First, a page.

With just a few days left until polling day, it would probably be fair to say that the general election has not played out quite as the Conservative Party – or, indeed, many of the rest of us – had anticipated.
The healthy lead with which the party entered the campaign has been substantially eroded, frittered away in part as a result of some ill-considered manifesto commitments, and in part by a series of increasingly hesitant media performances from the Prime Minister. The authority which Theresa May commanded as recently as her Lancaster House speech in February appears, perhaps temporarily, to have deserted her.
A side-effect of these increasingly awkward media performances has been the popularity of the suggestion that there is something slightly robotic about the Prime Minister. While some cartoonists, most obviously Martin Rowson, have been depicting May as a robot for some months, since the beginning of the general election the frequency of the comparison has increased remarkably. While some social media users have taken to referring to May as the #maybot, others have suggested that May communicates in binary code. The satirical website The Poke, meanwhile, has invited its readers to tell the difference between May and Buck Rogers’ robotic sidekick, Twiki.
Theresa May is far from the first politician to be thought ‘robotic’. The earliest example of the genre which I can find is David Low’s 1928 cartoon, ‘The Prime Robot’ – surely a reference, as James Sumner points out, to Eric, the robot built for that year’s Exhibition of the Society of Model Engineers – in which Stanley Baldwin is replaced by a mechanical man.
Other political robots would not appear until after the Second World War. Tony Benn in particular appears to have been a popular target, with his enthusiasm for science and technology making his transformation into a robot an obvious subject for cartoonists and satirists alike. Hugh Gaitskell’s reputation as a ‘desiccated calculating machine’, meanwhile, saw him transformed by the cartoonist Emmsworth into an enormous calculating engine.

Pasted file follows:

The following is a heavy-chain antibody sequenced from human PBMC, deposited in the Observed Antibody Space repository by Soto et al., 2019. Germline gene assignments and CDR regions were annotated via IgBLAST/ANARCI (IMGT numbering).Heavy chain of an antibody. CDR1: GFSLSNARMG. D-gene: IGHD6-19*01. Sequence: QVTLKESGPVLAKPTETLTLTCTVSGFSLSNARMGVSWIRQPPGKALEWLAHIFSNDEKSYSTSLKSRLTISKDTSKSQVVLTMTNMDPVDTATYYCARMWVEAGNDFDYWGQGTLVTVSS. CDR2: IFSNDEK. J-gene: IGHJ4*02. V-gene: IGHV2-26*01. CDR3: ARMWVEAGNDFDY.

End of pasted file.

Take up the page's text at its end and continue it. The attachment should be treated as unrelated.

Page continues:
Most popular by far with cartoonists, however, were Doctor Who references – and especially to the Daleks. Figures as diverse and unlikely as Alec Douglas Home, Charles de Gaulle, Tony Benn, Douglas Hurd, Tony Blair, Peter Mandelson, Alastair Campbell, Michael Gove, and, indeed, Theresa May have been depicted as Daleks, complete with the obligatory sink-plunger and, in May’s case, cleavage and leopard-print. There have been, in fact, several Dalek Theresa Mays.
Of course, these comparisons were rarely, if ever, intended to flatter their targets. However, these analogies appear to work in quite specific ways when applied to female politicians. The appearance on The Lenny Henry Show of Thatchos – a cyberman complete with bouffant hair, pussy bow, and black handbag – is perhaps a case in point. The cybermen are, as any good Whovian will know, a race famed for cold calculation and the elimination of all emotion, qualities which Thatchos displayed in abundance in the sketch.
That Thatchos, and her companion, Dennos, seem to be the sole examples of political cybermen hardly seems a coincidence. My colleague Lisa Dowling has suggested that Margaret Thatcher was an ‘inconvenient deviant’ in the sense that she did not conform to conventional expectations of her gender – because she did not come across as particularly ‘warm’ or ‘nurturing’, and could often seem ‘selfish’ – and it is impossible to read her depiction as a cyberman as anything other than attempt to play upon and draw attention to this ‘deviance’.
The Doctor Who parody was far from an isolated example, and, as Marcus Harmes has pointed out, the suggestion that the Prime Minister was not quite human was a common trope of the satire of the period. An episode of The Comic Strip Presents… depicted the Prime Minister as a cyborg with a robotic arm and green blood, and Spitting Image more than once suggested that there was something inhuman about the way Thatcher behaved.
Of course, the suggestions that May is robotic are perhaps nothing more than an innocent attempt to play upon her awkwardness in front of the camera. However, the consistency with which female politicians are compared to robots – the way in which Margaret Thatcher was portrayed in the 1980s, the conspiracy theory that Hillary Clinton had been replaced by a robot – ought to make us suspicious that there is something more sinister going on…